Parkinson’s blood test could help develop cure, researchers say

Researchers hope their blood test could lead to a more ‘clear-cut’ diagnosis of Parkinson’s and better treatment for the disease (PA)
Researchers hope their blood test could lead to a more ‘clear-cut’ diagnosis of Parkinson’s and better treatment for the disease (PA)

A blood test that can detect Parkinson’s disease could be a step towards finding a cure for the condition, researchers have suggested.

It is hoped the findings of a US study, published in the journal Science Translational Medicine, could lead to treatments that halt the progression of the disease before it affects a patient’s nervous system, or even help reverse damage on a cellular level.

Laurie Sanders, an associate professor in Duke School of Medicine’s departments of Neurology and Pathology, said: “Currently, Parkinson’s disease is diagnosed largely based on clinical symptoms after significant neurological damage has already occurred.

“A simple blood test would allow us to diagnose the disease earlier and start therapies sooner.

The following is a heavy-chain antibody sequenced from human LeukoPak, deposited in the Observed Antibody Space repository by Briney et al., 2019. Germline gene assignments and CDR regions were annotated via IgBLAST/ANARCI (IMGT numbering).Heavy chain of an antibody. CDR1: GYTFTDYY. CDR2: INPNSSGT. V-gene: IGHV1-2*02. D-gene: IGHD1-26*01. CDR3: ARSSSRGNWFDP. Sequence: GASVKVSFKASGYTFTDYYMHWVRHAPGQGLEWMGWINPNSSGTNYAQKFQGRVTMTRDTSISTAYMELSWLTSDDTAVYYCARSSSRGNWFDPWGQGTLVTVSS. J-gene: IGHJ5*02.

“Additionally, a clear-cut diagnosis would accurately identify patients who could participate in drug studies, leading to the development of better treatments and potentially even cures.”

A team led by Prof Sanders comprising neuroscientists from Duke Health developed the blood test by examining DNA damage in the mitochondria – small, energy-producing structures found in the cell.

Mitochondria contain their own DNA that can be damaged separately from the nuclear DNA that makes up most of a human genome.

The team developed an assay which showed higher levels of mitochondrial DNA damage in blood cells collected from patients with Parkinson’s disease compared to people without the condition.

The test also identified high levels of damaged DNA in blood samples from those with the genetic mutation LRRK2, which has been associated with an increased risk of Parkinson’s.

The team analysed cells further to explore whether their test could determine the effectiveness of a therapy that targets the LRRK2 mutation.

Prof Sanders added: “Our hope is that this assay could not only diagnose Parkinson’s disease, but also identify drugs that reverse or halt mitochondrial DNA damage and the disease process.

“This disease takes a terrible toll on people, and we are still just treating the symptoms. It’s important to get new, effective treatments over the finish line.”